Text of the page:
Michael Scott would love the title of Unai Emery’s book. While in charge of Valencia in 2012, the 43-year-old released a book called Mentalidad Ganadora: Emery’s Metodo (A Winner’s Mentality: Emery’s Method). It’s exactly the type of title the boss from the The Office’s U.S. edition would want, albeit with his face smiling back at the customer.
But the intrigue behind the Sevilla boss goes beyond the book. There’s also his detailed, Rafa Benítez-esque website, along with the now famous patches on his suit jacket’s elbows. There was a time when he wouldn’t be seen without them, even if they tend to appear with less frequency these days. Yet Emery is probably best known for being completely infatuated with his job, to the point of describing himself as “restless.” You only have to watch him pounding around his technical area or during an uneasy post-game press conference to see that tension.
More than just being a candidate for a Spanish sitcom, Emery’s also been one of the country’s most impressive coaches for the best part of a decade. However, even when he led Valencia to three consecutive third place finishes during a time that overlapped with José Mourinho (at Real Madrid) and Josep Guardiola (at Barcelona), some questioned whether he has the huevos to truly step among the elite.
Valencia fans didn’t think so. While Emery was in charge of the club, fans sent him a letter telling him as much; they scoffed at the ideas in his book, as well. And on Sunday night, those same fans lined the Mestalla to watch their team beat Emery’s Sevilla, 3-1.
“We lost the battle, but not the war,” Emery said after giving up La Liga’s final Champions League spot to Los Che – the spot where all the money is.
Not that Valencia necessarily needs that money. New owner Peter Lim has taken control of the club, while super-agent Jorge Mendes has his fingers in its transfer business, handing them a distinct advantage in the Primera División’s race for fourth. Given its newfound wealth, Valencia should, in theory, be able to break away and join Real Madrid, Barcelona and Atlético Madrid, leaving Sevilla and Villarreal to tread in its footprints.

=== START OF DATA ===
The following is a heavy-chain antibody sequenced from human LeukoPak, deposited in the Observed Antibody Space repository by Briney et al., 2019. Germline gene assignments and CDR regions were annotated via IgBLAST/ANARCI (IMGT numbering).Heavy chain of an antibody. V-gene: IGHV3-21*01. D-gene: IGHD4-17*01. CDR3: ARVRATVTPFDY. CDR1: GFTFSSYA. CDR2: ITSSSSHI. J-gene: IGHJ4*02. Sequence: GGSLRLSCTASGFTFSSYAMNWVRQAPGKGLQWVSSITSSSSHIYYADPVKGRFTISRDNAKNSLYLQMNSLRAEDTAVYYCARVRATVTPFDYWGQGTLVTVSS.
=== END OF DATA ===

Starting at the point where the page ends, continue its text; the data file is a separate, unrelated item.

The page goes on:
The landscape leaves Emery in a state of nothingness. When he was at Valencia, the saying went that he regularly won the “other league” – the league below Madrid and Barça. What if he’s now in yet another league, one where finishing fifth is the best that can be expected? At least when Valencia was finishing third, it was qualifying for the Champions League. Now, qualifying for Europe’s elite competition may prove an exception rather than a rule.
Even that level looked uncertain after Emery’s his first half-season on the job, with the Rojiblancos sitting in ninth place after the 2012-13 campaign. Only Málaga and Rayo Vallecano’s exclusion from European play for financial reasons allowed Emery’s team to qualify for Europa League. But by the end of the season, Sevilla’s form in league and Europa triumph restored the club’s belief in its manager, keeping him from joining the paro queue with millions of other Spaniards.
While meticulous, Emery’s methods aren’t always appreciated by his players. He given his players homework, putting information on a USB drive for them to read up on and watch ahead of their next opponents. Except the players don’t always bother to do their homework. Would you? Emery found this out by handing a player a blank USB once and then asking for his thoughts on the information. “Yeah, he looks dangerous,” came the reply.
Then there are the rotations. If Emery’s demeanor is restless, then his rotations are relentless. Only one player, Colombian forward and former bus conductor Carlos Bacca, has appeared in every league match; none have started every game; and only six have begun at least 15 of the club’s 19 La Liga fixtures.
Barça duo Denis Suárez and Gerard Deulofeu, both on loan in Andalusia, have been brilliant at times, but both have also been pulled in and out of the team. It’s all been too much for Iago Aspas, borrowed from Liverpool, who was spotted making mocking gestures on the bench during a recent game.
Still, there’s a food chain in Spain, and it looks like Sevilla knows its place on it. The regularity of its wins against those below it in the table has allowed it to keep pace with the jungle cats above, but the regularity of losses to Barcelona (5-1), Atlético Madrid (4-1) and Valencia (1-1, 3-1) is likely to see a stop sign on the road it wants to travel. Not to mention Sevilla still has to play Real Madrid. Twice.
Even success in the Copa del Rey — the competition everyone can win this year — looks difficult after last week’s first leg defeat to Espanyol. In And Europa League, Bundesliga side Borussia Mönchengladbach pose a genuine threat to Sevilla’s defense, while the team may have to get past the likes of Liverpool and Roma if it does beat the Germans.
But if Sevilla falls short of last year’s results, it won’t all be on Emery. He can ill-afford to lose the likes of midfielder Ivan Rakitic (his best player last campaign, now with Barcelona) every season. Michael Scott would suffer the same if is he was stripped of Jim Halpert. And Rakitic is just one example: Alberto Moreno, Jesús Navas, Álvaro Negredo, Federico Fazio and Geoffrey Kondogbia are all among those lured from Sevilla over the last 24 months.
“If you think you are going to die before a match, you will die twice,” Emery once said in an interview with El Pais. But if the Valencia project goes as planned and Atlético maintains its stability under Diego Simeone, it’s going to be difficult for Sevilla to think any higher than fifth. Optimism may be all it has when next season rolls around.